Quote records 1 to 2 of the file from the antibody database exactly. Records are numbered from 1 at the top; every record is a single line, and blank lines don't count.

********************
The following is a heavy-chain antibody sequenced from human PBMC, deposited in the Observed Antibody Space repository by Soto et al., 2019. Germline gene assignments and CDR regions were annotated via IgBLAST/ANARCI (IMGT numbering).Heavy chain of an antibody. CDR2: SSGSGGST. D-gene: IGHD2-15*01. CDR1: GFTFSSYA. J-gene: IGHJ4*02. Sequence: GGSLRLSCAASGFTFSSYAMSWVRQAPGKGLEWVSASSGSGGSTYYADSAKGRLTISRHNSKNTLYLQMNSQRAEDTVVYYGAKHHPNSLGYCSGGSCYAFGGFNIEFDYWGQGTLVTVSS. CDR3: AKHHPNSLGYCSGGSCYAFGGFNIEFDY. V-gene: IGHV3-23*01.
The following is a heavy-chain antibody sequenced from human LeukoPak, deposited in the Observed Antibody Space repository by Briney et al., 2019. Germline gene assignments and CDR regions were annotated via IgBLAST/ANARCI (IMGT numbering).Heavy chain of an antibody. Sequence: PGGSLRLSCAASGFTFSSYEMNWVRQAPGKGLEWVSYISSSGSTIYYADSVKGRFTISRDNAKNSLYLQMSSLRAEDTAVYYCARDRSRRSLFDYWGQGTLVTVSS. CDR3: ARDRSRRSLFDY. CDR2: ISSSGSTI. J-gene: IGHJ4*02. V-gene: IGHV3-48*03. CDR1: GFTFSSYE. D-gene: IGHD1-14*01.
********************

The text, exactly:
The following is a heavy-chain antibody sequenced from human PBMC, deposited in the Observed Antibody Space repository by Soto et al., 2019. Germline gene assignments and CDR regions were annotated via IgBLAST/ANARCI (IMGT numbering).Heavy chain of an antibody. CDR2: SSGSGGST. D-gene: IGHD2-15*01. CDR1: GFTFSSYA. J-gene: IGHJ4*02. Sequence: GGSLRLSCAASGFTFSSYAMSWVRQAPGKGLEWVSASSGSGGSTYYADSAKGRLTISRHNSKNTLYLQMNSQRAEDTVVYYGAKHHPNSLGYCSGGSCYAFGGFNIEFDYWGQGTLVTVSS. CDR3: AKHHPNSLGYCSGGSCYAFGGFNIEFDY. V-gene: IGHV3-23*01.
The following is a heavy-chain antibody sequenced from human LeukoPak, deposited in the Observed Antibody Space repository by Briney et al., 2019. Germline gene assignments and CDR regions were annotated via IgBLAST/ANARCI (IMGT numbering).Heavy chain of an antibody. Sequence: PGGSLRLSCAASGFTFSSYEMNWVRQAPGKGLEWVSYISSSGSTIYYADSVKGRFTISRDNAKNSLYLQMSSLRAEDTAVYYCARDRSRRSLFDYWGQGTLVTVSS. CDR3: ARDRSRRSLFDY. CDR2: ISSSGSTI. J-gene: IGHJ4*02. V-gene: IGHV3-48*03. CDR1: GFTFSSYE. D-gene: IGHD1-14*01.